Since schools went back on 8 March, the challenge of getting as many kids as possible playing cricket in Yorkshire has been a primary focus.
As administrators of the grassroots game in the county, the staff at the Yorkshire Cricket Board (YCB) are the ones planning and implementing that vision, in the context of Covid.
The YCB plan, originally earmarked for February, saw seven Community Cricket Officers (CCOs) each delivering 32 hours in their own allocated 19 schools.
The ‘full’ school programme includes 24 hours of cricket play per school, teacher CPD (Continuing Professional Development), inspirational assemblies, intra-match play and competitions between schools.
In addition, 300+ schools will receive an ‘Engagement Day’ which includes six hours of cricket learning from assemblies to classes and parent engagement after school.
If all of this feels a little statistical and dry, it’s because this granular data is what drives strategy – but also funding.
The focus for schools cricket in Yorkshire and elsewhere starts with Chance to Shine; the national cricket charity that collaborates with state schools and communities in England and Wales.
County cricket boards lay out their plans, how they will deliver those and are awarded funding on certain criteria and targets.
In a normal year (remember those?), the Yorkshire schools support package would run September to January then Chance to Shine starts up February until July.
YCCC Charitable Youth Trust
The goal in 2021 is to help 100 schools to do a programme through the YCCC Charitable Youth Trust, aimed at taking cricket into some of the most deprived areas of Yorkshire.
This would be in addition to the Chance to Shine work I described above so with everything else going on, it could equate to cricket in 500+ schools in Yorkshire which equates to a quarter of the total number of primary schools in the county.
How do cricket clubs fit in?
When it comes to the YCB selecting schools to work with, it’s with one eye on linking them up with cricket clubs and further opportunities.
So, children always have an exit route into cricket whether that’s All Stars, Dynamos, under-nines, Wicketz or Core Cities programmes.
As the YCB’s Lead on schools cricket Gareth Davis said: ‘It’s critical we promote our cricket in schools. Schools are the conveyor belt and act as that migration into cricket clubs.’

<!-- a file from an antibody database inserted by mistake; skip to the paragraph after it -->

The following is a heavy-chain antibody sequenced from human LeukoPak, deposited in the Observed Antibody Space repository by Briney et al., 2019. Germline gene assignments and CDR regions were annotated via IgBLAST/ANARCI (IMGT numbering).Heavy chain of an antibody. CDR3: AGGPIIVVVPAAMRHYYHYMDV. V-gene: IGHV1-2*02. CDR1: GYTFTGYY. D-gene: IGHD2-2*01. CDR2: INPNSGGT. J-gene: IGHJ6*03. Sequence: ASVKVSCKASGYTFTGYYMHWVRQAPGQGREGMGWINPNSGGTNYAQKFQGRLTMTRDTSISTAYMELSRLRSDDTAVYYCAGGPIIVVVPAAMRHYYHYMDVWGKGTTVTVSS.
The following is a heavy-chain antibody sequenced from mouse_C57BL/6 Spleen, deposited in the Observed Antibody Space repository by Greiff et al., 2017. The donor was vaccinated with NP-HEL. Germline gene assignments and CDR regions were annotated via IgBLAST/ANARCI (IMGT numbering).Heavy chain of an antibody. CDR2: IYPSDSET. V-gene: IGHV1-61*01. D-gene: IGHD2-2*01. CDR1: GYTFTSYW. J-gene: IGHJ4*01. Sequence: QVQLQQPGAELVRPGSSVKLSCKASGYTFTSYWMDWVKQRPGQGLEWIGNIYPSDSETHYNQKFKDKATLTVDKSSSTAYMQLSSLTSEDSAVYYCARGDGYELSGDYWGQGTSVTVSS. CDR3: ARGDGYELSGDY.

He added: ’We know that families know about cricket and will promote it from within so if Dad plays, his son might well play, so you have that flow.’
School Games Week
Cricket is now easing its way back into schools and School Games Week (15-19 March) was one such example.
A week of individual and school challenges that kids could do at home or at school. Jamie Sykes, the YCB’s Community Cricket Officer in West Yorkshire, put together a School Games Week video (above) to showcase the Bronze, Silver and Gold levels.
How can your cricket club get involved?
If your cricket club already doesn’t link with a local school then the YCB want to hear from you. Gareth Davis is the man to email on all things schools cricket.
Whatever your situation and resources, talk to the YCB if you’d like to connect with a school in your area. You don’t have to have a junior section but it could be the start of a collaboration that lasts for years.
That means an important link in your community as well as the potential for junior cricketers, parents who might like a game and volunteers.
Despite the significant effects of Covid, schools cricket has fired up again and the coming months are a vital period to build momentum post-lockdown.
It’s an exciting time and there’s plenty going on here in Yorkshire…
**This is a sponsored article for Yorkshire Cricket Board – if the mood takes you, click to read Cricket Yorkshire’s policy on sponsored content**
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